That's pretty telling data.
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Old 01-12-2017, 03:38 AM   #149
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... OK?
Yes, and thank you for empirical data. I stand corrected.

I think I may go perform a similar experiment and place the sensor on the front grille. I'm curious to know if the pressure trends will be similar in that location.

Thanks again.
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Old 01-12-2017, 04:05 AM   #150
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Look at the plots.


Thank you, EP. That's very good insight. 👍

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Old 01-12-2017, 02:18 PM   #151
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Well what I was trying to ask is have you actually tried this with a toy helicopter? Or are you just talking based on what you think or learned in a fluids lab? You still have not said. With respect, the dash of your car is not a helicopter either, so although it must be nice to drive around with the windows down in January it doesn't actually shed any light on what the data looks like on the actual helicopters people on this thread are in fact flying. What about the people who have posted on this thread and said that they actually have flown it and it works for them? Are you saying that they are liars? I will give a personal anecdote on how this has been a boon for me.

When I got my first CP heli (a trex450 pro) after playing with a 120SR till it wasn't fun anymore, it was a big step both financially and as a challenge to my ability. I practiced a lot on the simulator until I felt ready. The first time I flew it I just hovered and did some slow piros. Stoked, I changed the battery and lifted off for a new adventure. When I did the first circuit I promptly crashed because it turned out to be not like the sim, my eyeball didn't zoom in like the camera and the heli got small and before I knew it, it slid out of a poorly coordinated turn and I got out my wallet. I gather some people navigate the learning curve that way but I can't afford it. Then I heard about this trick with the altimeter and it has definitely been a game changer for me. Now I have the confidence to try things out at the field that I would never have tried before and am learning flips and inverted piros and I haven't crashed once since setting up this deck thing. This saves not only money, but down time and results in going home with a smile rather than a frown. More flying = more learning and more fun too. I think anyone can agree, that is certainly a 'game changer'. I know a guy who gave up on helis because of the cost and the repairs he considered a pain. I'm quite certain that story is not unique. Another fellow doesn't want to expand his skills beyond FFF because of the fear/cost factor. For people like me I think this deck idea is nothing but good. If it starts to become a problem then I'll think otherwise but when will that be? I'm starting to learn to coordinate backwards turns now. So suppose the pressure sensor reads high when I fly backwards what's the worst that could happen? The rescue triggers at a higher altitude. Ok. At least it isn't going to crash. I've had the heli going pretty fast (the length of our runway in about 3-4 seconds) in forward flight and could see it bouncing off the deck level the odd time and it clearly wasn't 30 feet lower than I'd set it. It looked about the same height as when flying slow actually. How do you explain that? Do I have a magic setup that defies the laws of fluid dynamics? I guess so according to what I've been reading here. All I know is that it works.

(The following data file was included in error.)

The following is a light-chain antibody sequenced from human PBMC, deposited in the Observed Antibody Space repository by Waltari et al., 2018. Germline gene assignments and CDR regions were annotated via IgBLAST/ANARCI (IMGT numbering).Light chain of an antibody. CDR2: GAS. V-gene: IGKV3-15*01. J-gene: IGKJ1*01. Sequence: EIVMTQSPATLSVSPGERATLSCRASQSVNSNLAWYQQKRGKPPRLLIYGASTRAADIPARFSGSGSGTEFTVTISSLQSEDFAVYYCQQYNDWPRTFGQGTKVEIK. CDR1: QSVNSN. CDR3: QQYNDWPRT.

If someone is already capable of doing hard core 3D I would imagine there would be no benefit and they might likely want to be able to fly low enough to mow the lawn with the blades anyways. That guy can scoff at it all (s)he wants. But I would hazard a guess based on what I see around me at the flying site that there are more people like me in the hobby than the former type. Maybe not right here, on this forum but I'm talking in general. And one more thing, just because someone gets old or struggles with learning that doesn't mean anyone should tell them this hobby isn't for you anymore. I don't know about anybody else but I thought that statement was audacious and rude.
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Old 01-12-2017, 04:53 PM   #152
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Quote:
Originally Posted by extrapilot View Post
I donít have a single setup. I donít have a single machine. I donít use toys to log data. The data acquisition systems I run for real analysis are not available to you. What I have posted is raw and graphical data from an FrSky system. I just ran a test that anyone can run. A stock XR4SB with an FrSky GPS and an FrSky baro. The data was captured on a Taranis Plus with no filtering, and is shown in OpenTX. You guys donít like it- find your own way. Im not jumping through hoops to explain to you why the laws of fluids apply to you.

Look at the plots. I drove around my block- flat terrain. The system was inside my car (on the dash so the GPS has a view of the sky), with a window open to emulate a canopy with an open section.